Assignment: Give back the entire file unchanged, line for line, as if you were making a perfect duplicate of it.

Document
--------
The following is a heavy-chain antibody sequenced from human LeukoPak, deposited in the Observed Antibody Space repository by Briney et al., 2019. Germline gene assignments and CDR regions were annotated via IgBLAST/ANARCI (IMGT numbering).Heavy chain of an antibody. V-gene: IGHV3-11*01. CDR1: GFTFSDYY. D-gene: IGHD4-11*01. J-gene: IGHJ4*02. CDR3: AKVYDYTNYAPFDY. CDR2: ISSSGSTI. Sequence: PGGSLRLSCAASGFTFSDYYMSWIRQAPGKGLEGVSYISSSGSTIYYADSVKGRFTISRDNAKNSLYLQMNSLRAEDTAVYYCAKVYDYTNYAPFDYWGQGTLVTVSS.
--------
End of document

The following is a heavy-chain antibody sequenced from human LeukoPak, deposited in the Observed Antibody Space repository by Briney et al., 2019. Germline gene assignments and CDR regions were annotated via IgBLAST/ANARCI (IMGT numbering).Heavy chain of an antibody. V-gene: IGHV3-11*01. CDR1: GFTFSDYY. D-gene: IGHD4-11*01. J-gene: IGHJ4*02. CDR3: AKVYDYTNYAPFDY. CDR2: ISSSGSTI. Sequence: PGGSLRLSCAASGFTFSDYYMSWIRQAPGKGLEGVSYISSSGSTIYYADSVKGRFTISRDNAKNSLYLQMNSLRAEDTAVYYCAKVYDYTNYAPFDYWGQGTLVTVSS.